Childcare services fall short

Many early childhood education (ECE) centres serving food to children do not have menus that meet nutritional guidelines, according to research from the University of Auckland’s Centre for Longitudinal Research.

New Zealand ECE regulations state that where food is provided by the service, it should be of sufficient variety, quantity and quality to meet the nutritional needs of each child while they are attending.

Researchers collected menus in an online survey of 257 licensed childcare centres in Auckland and Waikato. Only menus that comprised lunch plus two or more other snacks or meals each day for five days were included in the analysis. These were compared with requirements for half of a child’s recommended daily intake and variety of foods across the week.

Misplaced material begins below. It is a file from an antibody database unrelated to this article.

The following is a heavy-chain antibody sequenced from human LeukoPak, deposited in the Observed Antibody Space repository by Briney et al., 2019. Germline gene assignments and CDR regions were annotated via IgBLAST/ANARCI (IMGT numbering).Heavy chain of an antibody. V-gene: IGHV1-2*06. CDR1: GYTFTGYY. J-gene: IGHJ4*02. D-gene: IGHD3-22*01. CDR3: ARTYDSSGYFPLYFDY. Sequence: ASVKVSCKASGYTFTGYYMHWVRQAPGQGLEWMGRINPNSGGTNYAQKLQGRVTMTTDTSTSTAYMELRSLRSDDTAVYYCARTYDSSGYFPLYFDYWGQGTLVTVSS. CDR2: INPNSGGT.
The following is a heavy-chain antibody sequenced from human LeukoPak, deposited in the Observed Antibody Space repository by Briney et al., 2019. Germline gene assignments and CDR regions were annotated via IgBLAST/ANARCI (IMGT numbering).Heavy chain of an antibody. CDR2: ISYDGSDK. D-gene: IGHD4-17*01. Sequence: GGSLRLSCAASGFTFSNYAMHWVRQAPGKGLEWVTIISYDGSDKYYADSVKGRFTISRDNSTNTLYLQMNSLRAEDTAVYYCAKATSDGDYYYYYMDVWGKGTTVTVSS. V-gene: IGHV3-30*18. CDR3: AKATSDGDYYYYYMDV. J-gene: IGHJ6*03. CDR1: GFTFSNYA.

The mean score for the 57 full menus analysed was 6.8 (out of 10), however only three menus (5 per cent) met all 10 scoring criteria. The majority of privately run centres did not meet each of the scoring criteria, with the exception of daily recommendations for fruit.

Higher scores were associated with employing a cook, high or low (but not medium) neighbourhood deprivation, and participation in the New Zealand Heart Foundation Healthy Heart Award programme. There was no association with the cost of food.

The results of the survey were published in the Australia and New Zealand Journal of Public Health.